A design business is organized to grow and sustain its growth.
This means that it’s agnostic about its precise offer and the markets that may take it up. It understands that the scale of that take up involves time as well as space. Especially when assignments are singular and huge, it looks for points of entry and activities that don’t leave its teams hanging when the assignment ends. If, to break into a market, it takes risks, it weighs them in light of the potential opportunities, viewing any losses as learning curve investments. But it tracks those assumptions against reality. It learns as much from mistakes as from successes.
A design business needs a talent pipeline and a succession plan.
A thriving design business gives its co-owners the possibility of career longevity. This means not only giving them opportunities to contribute, but actively investing in their careers in mutually beneficial ways. Advancement reflects performance, with allowances made for life events and reversals beyond anyone’s reasonable control. Making strong performance possible is the goal of career investment, with an emphasis on the most-promising performers, but also with a conscious effort to raise all boats. Yet the standards of performance evolve, and those who fail to keep up, despite career support, are let go. Outside talent is also recruited, raising standards. Career longevity doesn’t mean tenure. It means rewarding constant, meaningful contribution. Term limits, especially in upper- and midlevel leadership roles, make room for new blood. An effective succession plan simplifies the transition from one generation of leaders to another.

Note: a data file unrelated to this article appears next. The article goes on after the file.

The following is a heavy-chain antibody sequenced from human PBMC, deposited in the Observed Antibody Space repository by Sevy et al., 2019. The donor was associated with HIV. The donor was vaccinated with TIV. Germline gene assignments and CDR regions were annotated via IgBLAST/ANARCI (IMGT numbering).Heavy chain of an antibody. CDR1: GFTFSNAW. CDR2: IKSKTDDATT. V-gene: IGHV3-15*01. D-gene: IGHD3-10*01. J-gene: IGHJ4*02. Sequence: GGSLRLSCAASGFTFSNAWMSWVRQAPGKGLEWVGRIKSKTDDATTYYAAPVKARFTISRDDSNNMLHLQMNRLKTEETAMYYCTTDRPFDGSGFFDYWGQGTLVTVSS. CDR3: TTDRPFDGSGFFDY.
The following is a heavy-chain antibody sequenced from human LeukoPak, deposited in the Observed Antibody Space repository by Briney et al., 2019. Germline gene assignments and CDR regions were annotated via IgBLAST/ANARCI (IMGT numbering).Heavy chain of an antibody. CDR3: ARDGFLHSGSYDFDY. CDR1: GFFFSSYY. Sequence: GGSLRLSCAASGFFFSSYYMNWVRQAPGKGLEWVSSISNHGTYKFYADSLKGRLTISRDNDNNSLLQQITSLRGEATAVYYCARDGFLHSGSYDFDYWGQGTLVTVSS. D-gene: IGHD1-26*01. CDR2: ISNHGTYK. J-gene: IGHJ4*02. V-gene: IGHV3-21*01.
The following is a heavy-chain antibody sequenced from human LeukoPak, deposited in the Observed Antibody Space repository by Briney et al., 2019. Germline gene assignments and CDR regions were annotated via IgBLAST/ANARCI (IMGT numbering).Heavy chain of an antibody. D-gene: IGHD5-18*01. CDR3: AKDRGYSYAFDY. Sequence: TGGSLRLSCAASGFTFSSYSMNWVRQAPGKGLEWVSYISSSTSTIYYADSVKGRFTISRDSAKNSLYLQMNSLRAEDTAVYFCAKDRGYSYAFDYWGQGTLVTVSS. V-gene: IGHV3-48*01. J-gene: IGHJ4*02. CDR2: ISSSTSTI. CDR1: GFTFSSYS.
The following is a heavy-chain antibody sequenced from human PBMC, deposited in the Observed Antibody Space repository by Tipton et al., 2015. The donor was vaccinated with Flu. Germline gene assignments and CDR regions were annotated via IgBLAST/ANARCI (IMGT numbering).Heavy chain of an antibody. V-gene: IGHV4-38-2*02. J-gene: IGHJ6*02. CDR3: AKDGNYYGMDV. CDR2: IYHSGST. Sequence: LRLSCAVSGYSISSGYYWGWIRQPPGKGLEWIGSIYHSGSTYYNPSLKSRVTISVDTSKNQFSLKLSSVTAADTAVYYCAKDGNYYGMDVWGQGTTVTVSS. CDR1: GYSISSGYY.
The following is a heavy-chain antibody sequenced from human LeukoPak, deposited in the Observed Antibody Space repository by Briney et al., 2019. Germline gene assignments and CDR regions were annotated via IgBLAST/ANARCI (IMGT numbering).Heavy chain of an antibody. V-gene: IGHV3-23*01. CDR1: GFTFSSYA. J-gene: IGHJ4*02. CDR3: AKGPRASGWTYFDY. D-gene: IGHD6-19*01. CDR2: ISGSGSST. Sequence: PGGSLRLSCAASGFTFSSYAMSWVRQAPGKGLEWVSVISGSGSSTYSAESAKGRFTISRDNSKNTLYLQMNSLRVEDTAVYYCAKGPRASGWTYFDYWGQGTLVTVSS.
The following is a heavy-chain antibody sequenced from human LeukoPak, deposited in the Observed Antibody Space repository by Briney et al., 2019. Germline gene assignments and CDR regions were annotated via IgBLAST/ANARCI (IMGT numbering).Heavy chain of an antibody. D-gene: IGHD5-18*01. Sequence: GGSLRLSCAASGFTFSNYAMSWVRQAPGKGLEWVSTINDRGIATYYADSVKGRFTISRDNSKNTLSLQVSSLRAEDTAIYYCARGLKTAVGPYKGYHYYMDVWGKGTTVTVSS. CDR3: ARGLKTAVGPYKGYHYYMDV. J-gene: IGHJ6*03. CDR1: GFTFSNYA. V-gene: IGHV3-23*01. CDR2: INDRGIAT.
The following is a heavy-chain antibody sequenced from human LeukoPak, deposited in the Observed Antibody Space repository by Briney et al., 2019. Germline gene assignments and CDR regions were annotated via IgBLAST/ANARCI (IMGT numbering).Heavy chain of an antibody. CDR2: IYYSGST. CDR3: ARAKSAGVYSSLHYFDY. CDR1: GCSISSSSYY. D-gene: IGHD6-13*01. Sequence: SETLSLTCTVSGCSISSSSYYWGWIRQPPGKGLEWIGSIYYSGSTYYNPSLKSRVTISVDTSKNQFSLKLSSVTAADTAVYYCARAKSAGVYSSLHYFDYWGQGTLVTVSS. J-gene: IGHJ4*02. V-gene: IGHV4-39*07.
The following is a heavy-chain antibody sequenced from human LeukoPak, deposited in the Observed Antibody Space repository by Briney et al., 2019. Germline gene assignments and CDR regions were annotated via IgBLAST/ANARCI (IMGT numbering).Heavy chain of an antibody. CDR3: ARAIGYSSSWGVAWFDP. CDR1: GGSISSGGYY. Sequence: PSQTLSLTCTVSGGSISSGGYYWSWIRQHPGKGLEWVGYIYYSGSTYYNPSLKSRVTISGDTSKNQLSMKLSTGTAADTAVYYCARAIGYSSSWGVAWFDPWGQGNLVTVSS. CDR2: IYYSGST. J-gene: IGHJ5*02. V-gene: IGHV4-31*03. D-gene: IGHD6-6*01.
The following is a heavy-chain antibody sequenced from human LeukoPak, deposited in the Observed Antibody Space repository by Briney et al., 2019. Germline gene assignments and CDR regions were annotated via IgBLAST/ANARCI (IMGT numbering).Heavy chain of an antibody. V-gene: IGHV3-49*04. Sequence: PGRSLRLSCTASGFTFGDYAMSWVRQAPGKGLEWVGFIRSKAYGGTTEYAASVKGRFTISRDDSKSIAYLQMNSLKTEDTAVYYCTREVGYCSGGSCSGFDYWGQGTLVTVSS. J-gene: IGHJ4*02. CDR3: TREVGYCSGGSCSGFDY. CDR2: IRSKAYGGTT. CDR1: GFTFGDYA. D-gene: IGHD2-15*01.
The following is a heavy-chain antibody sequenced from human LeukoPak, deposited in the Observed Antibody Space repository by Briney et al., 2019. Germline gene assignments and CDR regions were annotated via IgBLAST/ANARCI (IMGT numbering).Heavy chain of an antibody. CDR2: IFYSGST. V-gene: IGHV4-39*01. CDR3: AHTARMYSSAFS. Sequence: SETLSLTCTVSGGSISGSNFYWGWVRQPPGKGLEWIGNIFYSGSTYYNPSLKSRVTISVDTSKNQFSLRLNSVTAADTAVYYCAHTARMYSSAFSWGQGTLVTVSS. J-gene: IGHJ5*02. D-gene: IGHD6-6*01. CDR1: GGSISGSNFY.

A design business should build toward, not borrow against its future.
The goal should always be financial solidity and healthy growth, avoiding long-term debt. This requires consistent profitability, which in turn requires the business to perform well, even when market conditions are adverse. It prepares for what it can anticipate as well as the unforeseen. This is both an operational and a cultural imperative. In all its dealings with its co-owners, the humanity and integrity of the culture guides the actions it has to take, knowing that those who leave will surface elsewhere as industry colleagues and often as clients. Coming back after a productive stint away is culturally acceptable, even desirable.
Featured image via the author.